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Fields, Julia 1938–

Julia Fields 1938


Worked as Waitress

Moved to Washington, D.C.

Evoked Black Folklore

Selected works


Coming of age during the explosion of African-American creativity that accompanied the cultural ferment of the 1960s, writer Julia Fields stood somewhat aside from the concerns of many of her contemporaries. Fields was a loner by temperament, and her work, though influenced by her mentor Langston Hughes among other writers, had a style that was hers alone. One of the few black writers of the time who spent a substantial part of her creative life in the South, Fields traveled outside of Americas literary centerNew York Citybut over time attracted attention as a major twentieth-century poet.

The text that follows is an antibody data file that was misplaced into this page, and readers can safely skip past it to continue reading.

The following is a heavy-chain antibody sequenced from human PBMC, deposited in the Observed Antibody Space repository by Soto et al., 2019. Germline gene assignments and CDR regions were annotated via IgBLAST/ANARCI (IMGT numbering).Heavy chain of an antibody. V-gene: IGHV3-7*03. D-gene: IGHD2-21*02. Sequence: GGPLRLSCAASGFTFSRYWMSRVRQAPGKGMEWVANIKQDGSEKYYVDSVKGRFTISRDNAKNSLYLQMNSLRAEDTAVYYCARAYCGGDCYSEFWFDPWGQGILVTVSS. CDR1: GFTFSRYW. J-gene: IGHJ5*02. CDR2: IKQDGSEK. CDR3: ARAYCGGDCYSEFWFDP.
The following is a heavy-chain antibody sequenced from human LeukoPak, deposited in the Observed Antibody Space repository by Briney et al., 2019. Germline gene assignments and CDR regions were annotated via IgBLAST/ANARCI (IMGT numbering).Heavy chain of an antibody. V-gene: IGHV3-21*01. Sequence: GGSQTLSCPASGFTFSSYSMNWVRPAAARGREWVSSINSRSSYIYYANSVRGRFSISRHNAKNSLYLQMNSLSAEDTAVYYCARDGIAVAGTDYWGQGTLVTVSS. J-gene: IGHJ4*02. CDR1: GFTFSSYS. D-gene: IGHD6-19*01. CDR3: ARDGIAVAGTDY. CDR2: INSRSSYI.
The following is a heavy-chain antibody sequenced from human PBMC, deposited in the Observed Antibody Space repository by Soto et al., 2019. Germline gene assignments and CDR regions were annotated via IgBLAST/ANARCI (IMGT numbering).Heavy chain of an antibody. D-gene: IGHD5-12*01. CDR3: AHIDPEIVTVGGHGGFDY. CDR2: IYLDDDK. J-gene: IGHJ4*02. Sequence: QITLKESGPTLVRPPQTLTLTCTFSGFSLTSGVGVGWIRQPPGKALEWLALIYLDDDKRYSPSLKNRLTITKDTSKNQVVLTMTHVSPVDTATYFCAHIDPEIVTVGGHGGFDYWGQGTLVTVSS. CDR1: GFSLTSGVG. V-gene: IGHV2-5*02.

Julia Fields was born into a large farm family in rural Perry County, Alabama, on January 21, 1938. As a child she herded sheep and chopped wood, but she also wrote poetry that she recited in school and in the familys Baptist church. That church forbade its members to listen to secular music on the radio, and the verbal beauty of preaching and hymns suffused Fields life. It was during her farm upbringing in Alabama, Fields wrote in the jacket copy of her childrens book The Green Lion of Zion Street, that her great and abiding respect for the earth and for the spiritual elements of existence developed.

Worked as Waitress

In high school Fields worked in a factory, sold vegetables, and waited tables, but she kept on writing poetry. Later, as a teacher, she would encourage her students to mix creative and practical tasks. One of the poems Fields wrote in high school, The Horizon, was published in a newspaper in Montgomery, Alabama. It described a view of six hills near her home, on the slopes of one of which rested the graves of her ancestors.